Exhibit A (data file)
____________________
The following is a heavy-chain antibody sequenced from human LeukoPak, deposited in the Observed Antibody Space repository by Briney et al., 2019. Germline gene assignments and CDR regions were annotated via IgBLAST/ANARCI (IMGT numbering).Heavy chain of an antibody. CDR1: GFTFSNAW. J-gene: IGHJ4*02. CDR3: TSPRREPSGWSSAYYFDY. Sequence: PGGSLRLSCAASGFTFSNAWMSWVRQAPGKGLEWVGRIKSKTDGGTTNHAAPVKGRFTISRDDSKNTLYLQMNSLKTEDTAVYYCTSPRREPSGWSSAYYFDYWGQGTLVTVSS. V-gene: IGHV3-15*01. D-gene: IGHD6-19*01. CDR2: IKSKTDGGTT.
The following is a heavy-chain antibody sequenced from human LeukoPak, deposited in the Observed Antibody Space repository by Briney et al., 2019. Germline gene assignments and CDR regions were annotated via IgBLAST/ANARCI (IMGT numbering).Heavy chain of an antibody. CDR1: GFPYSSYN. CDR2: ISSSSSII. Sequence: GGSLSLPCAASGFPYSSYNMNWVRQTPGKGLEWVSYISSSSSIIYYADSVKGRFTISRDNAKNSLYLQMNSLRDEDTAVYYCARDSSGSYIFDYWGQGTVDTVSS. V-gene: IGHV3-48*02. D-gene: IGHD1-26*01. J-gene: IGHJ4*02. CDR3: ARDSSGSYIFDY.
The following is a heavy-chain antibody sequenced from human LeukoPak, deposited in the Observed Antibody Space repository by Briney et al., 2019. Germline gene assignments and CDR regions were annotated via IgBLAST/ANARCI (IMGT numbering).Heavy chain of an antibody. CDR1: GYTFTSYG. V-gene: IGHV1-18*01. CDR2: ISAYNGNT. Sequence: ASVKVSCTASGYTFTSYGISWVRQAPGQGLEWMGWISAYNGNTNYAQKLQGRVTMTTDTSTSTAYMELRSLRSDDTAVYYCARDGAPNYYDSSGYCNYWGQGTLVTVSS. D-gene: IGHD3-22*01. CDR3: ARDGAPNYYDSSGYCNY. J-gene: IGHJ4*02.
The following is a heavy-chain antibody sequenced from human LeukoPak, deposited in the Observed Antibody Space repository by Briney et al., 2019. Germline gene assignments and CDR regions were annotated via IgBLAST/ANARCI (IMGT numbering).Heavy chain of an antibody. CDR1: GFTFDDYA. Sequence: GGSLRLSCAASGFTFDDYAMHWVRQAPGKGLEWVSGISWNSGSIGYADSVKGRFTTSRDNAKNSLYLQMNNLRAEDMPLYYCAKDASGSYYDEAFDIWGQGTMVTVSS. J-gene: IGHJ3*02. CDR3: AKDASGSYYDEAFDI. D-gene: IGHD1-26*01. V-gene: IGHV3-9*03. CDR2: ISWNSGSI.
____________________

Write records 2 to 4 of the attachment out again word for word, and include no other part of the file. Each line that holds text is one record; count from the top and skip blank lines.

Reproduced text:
The following is a heavy-chain antibody sequenced from human LeukoPak, deposited in the Observed Antibody Space repository by Briney et al., 2019. Germline gene assignments and CDR regions were annotated via IgBLAST/ANARCI (IMGT numbering).Heavy chain of an antibody. CDR1: GFPYSSYN. CDR2: ISSSSSII. Sequence: GGSLSLPCAASGFPYSSYNMNWVRQTPGKGLEWVSYISSSSSIIYYADSVKGRFTISRDNAKNSLYLQMNSLRDEDTAVYYCARDSSGSYIFDYWGQGTVDTVSS. V-gene: IGHV3-48*02. D-gene: IGHD1-26*01. J-gene: IGHJ4*02. CDR3: ARDSSGSYIFDY.
The following is a heavy-chain antibody sequenced from human LeukoPak, deposited in the Observed Antibody Space repository by Briney et al., 2019. Germline gene assignments and CDR regions were annotated via IgBLAST/ANARCI (IMGT numbering).Heavy chain of an antibody. CDR1: GYTFTSYG. V-gene: IGHV1-18*01. CDR2: ISAYNGNT. Sequence: ASVKVSCTASGYTFTSYGISWVRQAPGQGLEWMGWISAYNGNTNYAQKLQGRVTMTTDTSTSTAYMELRSLRSDDTAVYYCARDGAPNYYDSSGYCNYWGQGTLVTVSS. D-gene: IGHD3-22*01. CDR3: ARDGAPNYYDSSGYCNY. J-gene: IGHJ4*02.
The following is a heavy-chain antibody sequenced from human LeukoPak, deposited in the Observed Antibody Space repository by Briney et al., 2019. Germline gene assignments and CDR regions were annotated via IgBLAST/ANARCI (IMGT numbering).Heavy chain of an antibody. CDR1: GFTFDDYA. Sequence: GGSLRLSCAASGFTFDDYAMHWVRQAPGKGLEWVSGISWNSGSIGYADSVKGRFTTSRDNAKNSLYLQMNNLRAEDMPLYYCAKDASGSYYDEAFDIWGQGTMVTVSS. J-gene: IGHJ3*02. CDR3: AKDASGSYYDEAFDI. D-gene: IGHD1-26*01. V-gene: IGHV3-9*03. CDR2: ISWNSGSI.